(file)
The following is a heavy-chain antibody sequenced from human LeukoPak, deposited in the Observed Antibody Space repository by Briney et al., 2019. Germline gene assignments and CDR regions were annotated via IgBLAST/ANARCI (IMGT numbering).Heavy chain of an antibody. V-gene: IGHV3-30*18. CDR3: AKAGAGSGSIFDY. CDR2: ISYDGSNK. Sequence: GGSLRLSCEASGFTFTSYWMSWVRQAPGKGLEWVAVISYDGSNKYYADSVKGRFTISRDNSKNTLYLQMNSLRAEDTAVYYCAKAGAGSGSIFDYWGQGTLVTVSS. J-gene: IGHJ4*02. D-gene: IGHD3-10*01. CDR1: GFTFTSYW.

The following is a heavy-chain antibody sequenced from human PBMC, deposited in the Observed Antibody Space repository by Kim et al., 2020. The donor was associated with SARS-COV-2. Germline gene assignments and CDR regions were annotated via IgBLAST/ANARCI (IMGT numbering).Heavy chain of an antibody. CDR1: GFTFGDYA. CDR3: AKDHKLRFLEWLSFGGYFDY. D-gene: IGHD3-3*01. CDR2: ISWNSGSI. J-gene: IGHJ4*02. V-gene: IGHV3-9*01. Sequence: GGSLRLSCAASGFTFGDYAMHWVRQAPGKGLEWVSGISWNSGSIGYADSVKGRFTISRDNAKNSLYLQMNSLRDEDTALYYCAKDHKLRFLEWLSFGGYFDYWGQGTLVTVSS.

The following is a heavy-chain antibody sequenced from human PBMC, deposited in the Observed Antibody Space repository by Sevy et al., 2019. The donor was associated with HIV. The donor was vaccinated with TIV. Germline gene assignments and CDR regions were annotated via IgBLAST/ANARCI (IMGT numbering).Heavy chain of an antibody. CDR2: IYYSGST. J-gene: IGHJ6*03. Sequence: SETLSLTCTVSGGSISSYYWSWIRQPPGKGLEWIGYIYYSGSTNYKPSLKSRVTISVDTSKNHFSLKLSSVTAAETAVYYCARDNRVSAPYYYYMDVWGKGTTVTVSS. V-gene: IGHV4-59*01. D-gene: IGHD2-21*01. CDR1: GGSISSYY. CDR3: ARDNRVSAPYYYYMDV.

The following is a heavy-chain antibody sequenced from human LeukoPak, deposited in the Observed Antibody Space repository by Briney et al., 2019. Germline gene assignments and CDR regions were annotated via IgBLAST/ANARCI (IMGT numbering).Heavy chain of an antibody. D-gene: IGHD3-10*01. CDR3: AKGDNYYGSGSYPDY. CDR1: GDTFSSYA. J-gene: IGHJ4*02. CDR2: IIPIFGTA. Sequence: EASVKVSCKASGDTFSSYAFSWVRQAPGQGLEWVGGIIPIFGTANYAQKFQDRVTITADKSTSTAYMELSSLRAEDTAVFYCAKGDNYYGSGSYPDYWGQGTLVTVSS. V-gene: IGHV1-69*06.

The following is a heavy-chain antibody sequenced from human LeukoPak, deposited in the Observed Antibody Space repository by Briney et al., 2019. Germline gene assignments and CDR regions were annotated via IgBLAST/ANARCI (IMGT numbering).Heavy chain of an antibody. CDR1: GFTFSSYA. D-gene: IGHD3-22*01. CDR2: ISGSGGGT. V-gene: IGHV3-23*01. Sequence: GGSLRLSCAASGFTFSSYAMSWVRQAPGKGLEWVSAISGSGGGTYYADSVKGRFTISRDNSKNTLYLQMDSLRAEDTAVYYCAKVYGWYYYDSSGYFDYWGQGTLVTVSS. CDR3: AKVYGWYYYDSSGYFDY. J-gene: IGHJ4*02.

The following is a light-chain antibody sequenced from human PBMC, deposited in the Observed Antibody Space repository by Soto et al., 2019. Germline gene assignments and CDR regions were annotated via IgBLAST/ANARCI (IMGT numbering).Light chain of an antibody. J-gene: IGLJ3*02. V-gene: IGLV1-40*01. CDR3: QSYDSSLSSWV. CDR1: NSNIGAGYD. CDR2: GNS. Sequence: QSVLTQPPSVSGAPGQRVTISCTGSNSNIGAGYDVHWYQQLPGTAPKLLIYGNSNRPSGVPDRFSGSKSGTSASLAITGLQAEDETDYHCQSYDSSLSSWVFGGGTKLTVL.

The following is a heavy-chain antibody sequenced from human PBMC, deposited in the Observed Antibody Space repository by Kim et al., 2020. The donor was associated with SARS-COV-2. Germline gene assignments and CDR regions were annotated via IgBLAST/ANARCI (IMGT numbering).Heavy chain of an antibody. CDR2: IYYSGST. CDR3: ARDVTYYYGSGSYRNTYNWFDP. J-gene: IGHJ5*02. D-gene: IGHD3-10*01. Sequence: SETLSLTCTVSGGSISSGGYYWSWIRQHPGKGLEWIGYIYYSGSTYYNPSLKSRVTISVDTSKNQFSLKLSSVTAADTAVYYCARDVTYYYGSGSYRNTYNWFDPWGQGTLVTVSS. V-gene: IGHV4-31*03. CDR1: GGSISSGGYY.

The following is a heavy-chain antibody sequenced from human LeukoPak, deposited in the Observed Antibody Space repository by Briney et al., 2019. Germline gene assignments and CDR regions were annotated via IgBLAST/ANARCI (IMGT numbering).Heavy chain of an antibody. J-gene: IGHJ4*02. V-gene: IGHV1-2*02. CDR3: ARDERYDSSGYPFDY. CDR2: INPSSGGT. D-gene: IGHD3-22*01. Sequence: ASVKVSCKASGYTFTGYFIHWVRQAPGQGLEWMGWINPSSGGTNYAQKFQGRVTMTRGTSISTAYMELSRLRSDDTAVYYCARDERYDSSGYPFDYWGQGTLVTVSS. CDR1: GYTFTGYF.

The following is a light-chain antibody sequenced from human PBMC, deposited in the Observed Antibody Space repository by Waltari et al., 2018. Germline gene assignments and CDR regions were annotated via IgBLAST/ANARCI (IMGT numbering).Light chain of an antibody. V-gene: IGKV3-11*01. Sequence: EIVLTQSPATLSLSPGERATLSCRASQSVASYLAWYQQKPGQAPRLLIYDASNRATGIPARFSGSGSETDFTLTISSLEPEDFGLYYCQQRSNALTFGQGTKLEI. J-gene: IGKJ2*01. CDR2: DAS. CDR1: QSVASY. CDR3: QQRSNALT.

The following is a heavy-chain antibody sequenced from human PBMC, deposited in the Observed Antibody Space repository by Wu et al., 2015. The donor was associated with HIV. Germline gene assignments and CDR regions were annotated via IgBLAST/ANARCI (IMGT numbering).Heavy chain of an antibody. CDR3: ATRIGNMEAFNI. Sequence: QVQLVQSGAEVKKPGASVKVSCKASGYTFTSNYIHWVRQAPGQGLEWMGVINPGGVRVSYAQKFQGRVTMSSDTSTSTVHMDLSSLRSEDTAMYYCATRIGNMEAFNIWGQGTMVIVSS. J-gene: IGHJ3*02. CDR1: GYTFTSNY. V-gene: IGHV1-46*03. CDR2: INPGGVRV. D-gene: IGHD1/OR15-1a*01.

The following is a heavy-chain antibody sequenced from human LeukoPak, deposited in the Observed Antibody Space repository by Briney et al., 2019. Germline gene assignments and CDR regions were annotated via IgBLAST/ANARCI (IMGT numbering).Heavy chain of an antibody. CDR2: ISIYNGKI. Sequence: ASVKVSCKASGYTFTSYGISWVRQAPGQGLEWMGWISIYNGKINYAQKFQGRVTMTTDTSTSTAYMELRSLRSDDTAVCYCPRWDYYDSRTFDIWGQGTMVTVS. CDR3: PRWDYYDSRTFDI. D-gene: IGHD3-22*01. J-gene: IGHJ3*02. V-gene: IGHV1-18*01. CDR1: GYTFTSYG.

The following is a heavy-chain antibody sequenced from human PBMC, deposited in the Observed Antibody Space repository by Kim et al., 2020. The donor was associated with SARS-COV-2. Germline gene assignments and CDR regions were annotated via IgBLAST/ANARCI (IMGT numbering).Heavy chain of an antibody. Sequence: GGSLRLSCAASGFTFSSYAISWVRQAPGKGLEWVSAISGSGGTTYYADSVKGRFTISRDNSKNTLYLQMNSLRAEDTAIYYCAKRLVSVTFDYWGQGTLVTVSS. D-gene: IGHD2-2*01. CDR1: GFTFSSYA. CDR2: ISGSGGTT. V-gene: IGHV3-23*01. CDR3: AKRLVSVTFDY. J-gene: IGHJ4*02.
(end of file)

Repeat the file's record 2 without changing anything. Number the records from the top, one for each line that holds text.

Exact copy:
The following is a heavy-chain antibody sequenced from human PBMC, deposited in the Observed Antibody Space repository by Kim et al., 2020. The donor was associated with SARS-COV-2. Germline gene assignments and CDR regions were annotated via IgBLAST/ANARCI (IMGT numbering).Heavy chain of an antibody. CDR1: GFTFGDYA. CDR3: AKDHKLRFLEWLSFGGYFDY. D-gene: IGHD3-3*01. CDR2: ISWNSGSI. J-gene: IGHJ4*02. V-gene: IGHV3-9*01. Sequence: GGSLRLSCAASGFTFGDYAMHWVRQAPGKGLEWVSGISWNSGSIGYADSVKGRFTISRDNAKNSLYLQMNSLRDEDTALYYCAKDHKLRFLEWLSFGGYFDYWGQGTLVTVSS.